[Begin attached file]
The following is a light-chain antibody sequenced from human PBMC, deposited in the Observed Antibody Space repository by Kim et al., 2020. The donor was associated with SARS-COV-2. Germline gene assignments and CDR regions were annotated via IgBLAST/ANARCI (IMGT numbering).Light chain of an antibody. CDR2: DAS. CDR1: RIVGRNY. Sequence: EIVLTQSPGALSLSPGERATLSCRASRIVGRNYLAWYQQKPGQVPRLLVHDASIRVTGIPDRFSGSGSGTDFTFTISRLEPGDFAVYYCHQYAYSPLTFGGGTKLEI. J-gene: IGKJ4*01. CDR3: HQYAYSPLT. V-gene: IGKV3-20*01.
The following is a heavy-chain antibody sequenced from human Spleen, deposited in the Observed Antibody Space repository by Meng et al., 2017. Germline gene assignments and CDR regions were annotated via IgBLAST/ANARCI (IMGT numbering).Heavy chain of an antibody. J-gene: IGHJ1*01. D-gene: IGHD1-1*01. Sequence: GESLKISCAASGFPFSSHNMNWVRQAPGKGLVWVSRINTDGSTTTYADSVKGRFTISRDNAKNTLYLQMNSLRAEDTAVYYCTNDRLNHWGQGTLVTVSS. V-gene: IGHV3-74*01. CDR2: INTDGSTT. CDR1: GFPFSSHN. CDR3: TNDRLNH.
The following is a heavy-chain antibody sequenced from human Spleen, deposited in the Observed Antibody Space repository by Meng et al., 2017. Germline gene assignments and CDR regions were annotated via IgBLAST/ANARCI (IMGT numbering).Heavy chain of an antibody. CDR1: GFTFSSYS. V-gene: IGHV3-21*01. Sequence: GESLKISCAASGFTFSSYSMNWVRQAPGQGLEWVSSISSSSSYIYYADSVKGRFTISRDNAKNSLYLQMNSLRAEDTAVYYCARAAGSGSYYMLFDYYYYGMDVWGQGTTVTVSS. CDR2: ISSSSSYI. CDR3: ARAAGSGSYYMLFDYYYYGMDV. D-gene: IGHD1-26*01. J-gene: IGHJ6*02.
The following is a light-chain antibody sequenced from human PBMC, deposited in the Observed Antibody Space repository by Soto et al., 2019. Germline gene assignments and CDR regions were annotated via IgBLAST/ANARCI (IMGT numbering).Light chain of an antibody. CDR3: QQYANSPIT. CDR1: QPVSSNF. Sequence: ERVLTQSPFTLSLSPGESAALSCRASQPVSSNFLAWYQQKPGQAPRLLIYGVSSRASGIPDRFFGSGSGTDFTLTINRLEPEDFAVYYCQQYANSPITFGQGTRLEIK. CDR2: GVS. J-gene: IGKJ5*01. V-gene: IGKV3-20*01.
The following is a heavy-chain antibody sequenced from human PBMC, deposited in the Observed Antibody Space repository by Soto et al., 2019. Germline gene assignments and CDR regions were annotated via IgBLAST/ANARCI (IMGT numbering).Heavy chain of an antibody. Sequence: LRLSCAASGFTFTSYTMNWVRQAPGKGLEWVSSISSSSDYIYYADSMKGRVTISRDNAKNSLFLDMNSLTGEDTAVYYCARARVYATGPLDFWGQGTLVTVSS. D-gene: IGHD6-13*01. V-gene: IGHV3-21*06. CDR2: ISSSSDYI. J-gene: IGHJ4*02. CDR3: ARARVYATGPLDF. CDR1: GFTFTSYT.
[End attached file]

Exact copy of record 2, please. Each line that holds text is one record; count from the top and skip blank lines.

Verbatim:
The following is a heavy-chain antibody sequenced from human Spleen, deposited in the Observed Antibody Space repository by Meng et al., 2017. Germline gene assignments and CDR regions were annotated via IgBLAST/ANARCI (IMGT numbering).Heavy chain of an antibody. J-gene: IGHJ1*01. D-gene: IGHD1-1*01. Sequence: GESLKISCAASGFPFSSHNMNWVRQAPGKGLVWVSRINTDGSTTTYADSVKGRFTISRDNAKNTLYLQMNSLRAEDTAVYYCTNDRLNHWGQGTLVTVSS. V-gene: IGHV3-74*01. CDR2: INTDGSTT. CDR1: GFPFSSHN. CDR3: TNDRLNH.